Christie Watson: reflections on the NHS

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  • Posted:Wednesday 16 January 2019

Writer and former nurse Christie Watson talks about her experience working in the NHS, how demand has changed in recent years and the importance of public health and integrated care – along with the changes she thinks are necessary.


So the relationship between the NHS and the public is incredibly complicated, as we’ve just heard but I don’t think perceptions have changed as much as people talk about how much they’ve changed. Certainly, in the 20 years that I was nursing the thing that’s changed the most is actually demand for the NHS and the nature of what people come in with, they’re coming in with much more complex, complicated conditions. People are a mixture of all kinds of comorbidities, physical, mental, emotional, social problems all mixed up. So people are often coming into the NHS with greater need. 

You can’t look after people in slices anymore. The idea of a not joined up health and social care system just doesn’t work. Public health is so vitally important and all the unseen parts of health that we don’t hear about, for example district nursing or school nursing. We’ll hear a lot about knife crime, but then we won’t hear about the school nurse numbers being cut massively and those are the healthcare professionals that might have the only access to these vulnerable adolescents at a time when they can support their mental health. So it’s about joining the dots really and it’s not that complicated.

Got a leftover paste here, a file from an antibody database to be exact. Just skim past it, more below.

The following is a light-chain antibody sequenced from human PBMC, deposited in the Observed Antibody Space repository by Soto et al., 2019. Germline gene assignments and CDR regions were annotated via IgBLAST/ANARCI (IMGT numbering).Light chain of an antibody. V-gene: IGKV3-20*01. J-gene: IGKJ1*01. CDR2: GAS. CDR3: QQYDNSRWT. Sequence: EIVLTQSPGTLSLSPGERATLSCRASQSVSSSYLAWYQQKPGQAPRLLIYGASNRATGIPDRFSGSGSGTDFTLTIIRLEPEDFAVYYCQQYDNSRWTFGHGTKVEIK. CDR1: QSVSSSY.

So during my time as a nurse, the biggest barrier that I encountered to improving patient care was always time and sadly there are far too many instances where you just don’t have time to deliver the care that patients deserve and the care that you want to give. And that’s very harmful not only for patients but has a massive knock on effect of mental health for nurses, because people go into nursing because they want to deliver good care and I’ve worked many shifts where we haven’t eaten or drunk, even drunk water purposefully because we don’t have time to go to the toilet, as nurses, and that should never be happening and so you’re firefighting constantly, dealing with critical incident after critical incident and then not being able to help the patient who’s been incontinent in bed 5. Knowing that, it’s very, very difficult for the patient, it’s very difficult for the nurse as well. 

The changes that need to happen aren’t really cultural, they’re practical. We’re 42,000 nurses short in England right now. Since the bursary has been taken away last year in England, nursing applications have fallen by a third and the idea that a nurse could come out with £60,000 worth of debt and then we’re complaining forever about retention, not just recruitment but retention, nobody’s going to be able to stay in a job that doesn’t pay as well as perhaps other jobs do.  

So I think patients now are a very, very complicated mixture of all things. What this means is that everything has a knock-on effect on health. You can’t just take health as one aspect of somebody’s life and ignore housing, education, poverty levels, social care, all the other things. We can’t just look after people in slices. Everything impacts everything else and it’s all about connecting those dots.